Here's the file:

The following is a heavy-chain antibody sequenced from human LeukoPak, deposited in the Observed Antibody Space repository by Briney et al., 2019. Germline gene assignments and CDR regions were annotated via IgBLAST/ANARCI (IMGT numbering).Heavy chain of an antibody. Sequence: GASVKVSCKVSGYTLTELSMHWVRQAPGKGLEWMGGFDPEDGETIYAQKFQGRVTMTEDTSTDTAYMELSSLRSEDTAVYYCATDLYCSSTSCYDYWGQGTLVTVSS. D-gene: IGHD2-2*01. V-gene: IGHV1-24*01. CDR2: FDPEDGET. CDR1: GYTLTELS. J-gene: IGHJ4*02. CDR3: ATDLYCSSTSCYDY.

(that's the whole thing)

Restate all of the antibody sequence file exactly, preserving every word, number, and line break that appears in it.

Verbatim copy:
The following is a heavy-chain antibody sequenced from human LeukoPak, deposited in the Observed Antibody Space repository by Briney et al., 2019. Germline gene assignments and CDR regions were annotated via IgBLAST/ANARCI (IMGT numbering).Heavy chain of an antibody. Sequence: GASVKVSCKVSGYTLTELSMHWVRQAPGKGLEWMGGFDPEDGETIYAQKFQGRVTMTEDTSTDTAYMELSSLRSEDTAVYYCATDLYCSSTSCYDYWGQGTLVTVSS. D-gene: IGHD2-2*01. V-gene: IGHV1-24*01. CDR2: FDPEDGET. CDR1: GYTLTELS. J-gene: IGHJ4*02. CDR3: ATDLYCSSTSCYDY.